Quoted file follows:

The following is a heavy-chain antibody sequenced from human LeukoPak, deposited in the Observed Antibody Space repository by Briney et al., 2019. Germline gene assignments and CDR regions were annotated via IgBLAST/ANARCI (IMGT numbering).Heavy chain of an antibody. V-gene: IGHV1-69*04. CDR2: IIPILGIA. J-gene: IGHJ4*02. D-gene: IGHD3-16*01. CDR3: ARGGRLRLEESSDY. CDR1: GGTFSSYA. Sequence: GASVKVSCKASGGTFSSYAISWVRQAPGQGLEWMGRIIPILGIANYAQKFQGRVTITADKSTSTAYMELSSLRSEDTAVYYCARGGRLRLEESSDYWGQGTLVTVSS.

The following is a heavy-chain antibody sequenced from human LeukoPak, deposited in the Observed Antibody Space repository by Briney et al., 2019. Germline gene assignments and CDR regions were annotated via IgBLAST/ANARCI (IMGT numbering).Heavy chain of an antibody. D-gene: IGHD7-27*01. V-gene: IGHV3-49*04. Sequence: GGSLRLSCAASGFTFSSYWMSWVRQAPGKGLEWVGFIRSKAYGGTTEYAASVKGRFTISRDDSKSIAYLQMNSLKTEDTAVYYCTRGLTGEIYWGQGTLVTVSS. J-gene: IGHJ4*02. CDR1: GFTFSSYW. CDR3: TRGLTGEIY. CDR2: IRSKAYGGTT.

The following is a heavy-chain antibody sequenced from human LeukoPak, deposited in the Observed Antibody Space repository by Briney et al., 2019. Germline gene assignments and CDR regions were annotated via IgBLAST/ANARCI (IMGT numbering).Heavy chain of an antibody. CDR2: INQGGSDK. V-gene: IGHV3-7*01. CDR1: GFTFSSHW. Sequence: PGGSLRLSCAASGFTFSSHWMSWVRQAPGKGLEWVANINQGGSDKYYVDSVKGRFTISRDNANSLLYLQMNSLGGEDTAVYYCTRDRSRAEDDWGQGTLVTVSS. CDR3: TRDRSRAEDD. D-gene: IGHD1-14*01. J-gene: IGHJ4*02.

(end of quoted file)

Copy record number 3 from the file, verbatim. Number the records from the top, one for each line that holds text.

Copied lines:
The following is a heavy-chain antibody sequenced from human LeukoPak, deposited in the Observed Antibody Space repository by Briney et al., 2019. Germline gene assignments and CDR regions were annotated via IgBLAST/ANARCI (IMGT numbering).Heavy chain of an antibody. CDR2: INQGGSDK. V-gene: IGHV3-7*01. CDR1: GFTFSSHW. Sequence: PGGSLRLSCAASGFTFSSHWMSWVRQAPGKGLEWVANINQGGSDKYYVDSVKGRFTISRDNANSLLYLQMNSLGGEDTAVYYCTRDRSRAEDDWGQGTLVTVSS. CDR3: TRDRSRAEDD. D-gene: IGHD1-14*01. J-gene: IGHJ4*02.